Congrats you’re in the red!

The red error messages describe the failures of our implementation code, so we can specifically address each issue that is preventing our test from passing.

Let’s look at the error message from our Phrase.initials() example in the last exercise:

ReferenceError: Phrase is not defined

The error tells us that Phrase is not defined. This is because we have not created an object named Phrase yet. Let’s do that now:

const Phrase = {}

When we run our test again the error would look like this:

TypeError: Phrase.initials is not a function

We’re still in the red, but we have a new error. The error says that Phrase.initials is not a function. That’s because we haven’t added an .initials method to the Phrase object. Let’s do that now:

const Phrase = { initials() { } }

Now when we run our test we get the following error:

AssertionError:  undefined == 'NM'

This is the first error that is referencing the actual behavior of the .initials method.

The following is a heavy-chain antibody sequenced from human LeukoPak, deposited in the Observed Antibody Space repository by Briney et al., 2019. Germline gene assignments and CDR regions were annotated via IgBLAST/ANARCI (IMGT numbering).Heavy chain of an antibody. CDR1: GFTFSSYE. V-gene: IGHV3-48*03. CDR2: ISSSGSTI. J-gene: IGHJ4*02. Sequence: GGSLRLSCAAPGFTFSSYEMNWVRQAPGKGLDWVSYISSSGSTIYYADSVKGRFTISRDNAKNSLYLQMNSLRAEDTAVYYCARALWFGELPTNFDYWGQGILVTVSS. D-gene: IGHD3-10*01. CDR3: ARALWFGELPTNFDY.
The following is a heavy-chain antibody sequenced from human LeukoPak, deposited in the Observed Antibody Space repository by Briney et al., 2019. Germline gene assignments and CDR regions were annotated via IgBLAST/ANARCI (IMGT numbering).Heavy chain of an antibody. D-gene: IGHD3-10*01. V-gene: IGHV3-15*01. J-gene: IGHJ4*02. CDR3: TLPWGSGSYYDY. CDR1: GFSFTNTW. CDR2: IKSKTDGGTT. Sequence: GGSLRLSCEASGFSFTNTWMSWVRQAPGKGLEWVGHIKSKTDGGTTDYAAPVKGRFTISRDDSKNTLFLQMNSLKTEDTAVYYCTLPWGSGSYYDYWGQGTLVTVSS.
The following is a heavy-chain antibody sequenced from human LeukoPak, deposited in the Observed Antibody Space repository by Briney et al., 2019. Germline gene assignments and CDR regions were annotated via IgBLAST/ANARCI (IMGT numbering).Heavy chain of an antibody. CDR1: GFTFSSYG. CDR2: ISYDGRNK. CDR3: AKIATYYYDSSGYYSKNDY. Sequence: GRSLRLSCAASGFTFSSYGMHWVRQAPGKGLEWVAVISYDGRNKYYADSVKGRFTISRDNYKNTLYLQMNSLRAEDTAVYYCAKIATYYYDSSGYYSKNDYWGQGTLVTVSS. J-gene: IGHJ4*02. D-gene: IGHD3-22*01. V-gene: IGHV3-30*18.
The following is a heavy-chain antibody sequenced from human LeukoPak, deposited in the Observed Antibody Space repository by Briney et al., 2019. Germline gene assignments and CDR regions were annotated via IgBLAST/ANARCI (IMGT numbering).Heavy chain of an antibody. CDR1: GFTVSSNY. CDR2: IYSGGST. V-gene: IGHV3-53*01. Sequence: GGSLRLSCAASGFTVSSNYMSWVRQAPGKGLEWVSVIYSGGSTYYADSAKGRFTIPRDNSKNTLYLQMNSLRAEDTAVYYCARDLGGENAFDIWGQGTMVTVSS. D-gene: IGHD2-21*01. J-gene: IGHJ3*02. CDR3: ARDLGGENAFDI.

The assert statement we wrote looked like this:

assert.strictEqual(Phrase.initials('Nelson Mandela'), 'NM');

We expected the result of passing Nelson Mandela to Phrase.initials() to be NM, but the actual result was undefined. This is because our method has not been programmed to return anything.

Following TDD, the next step would be writing the minimum possible implementation code to make our test pass. In this example, that would involve adding a line of implementation code so that .initials() returns our expected result, which is NM.

The minimum possible implementation code to make the test pass:

const Phrase = { initials(phr) { return 'NM'; } }

Now our test would pass and we would be in the green. But that doesn’t mean our method is working as intended. If we entered “Jody Williams” our method would return ‘NM’, not ‘JW’. We will address this issue when it is time, but following TDD, now that we have progressed from the red to the green, we will move into the refactor phase.



Go to your index.js file and above the line of code that is exporting your implementation code, create an empty object named Calculate.

Then run the test suite in your terminal using npm test. Notice the error — you get that .sum() is not a function as an out of the box error message.

Check your work.


Inside your Calculate object, add a .sum() method that takes one argument.

Run the test suite again in the terminal. You should now get an AssertionError.

Check your work.


Address the AssertionError in the terminal by making .sum() return the same value as the expected result you defined in your test.

Run the test suite. Your test should pass!

Check your work.

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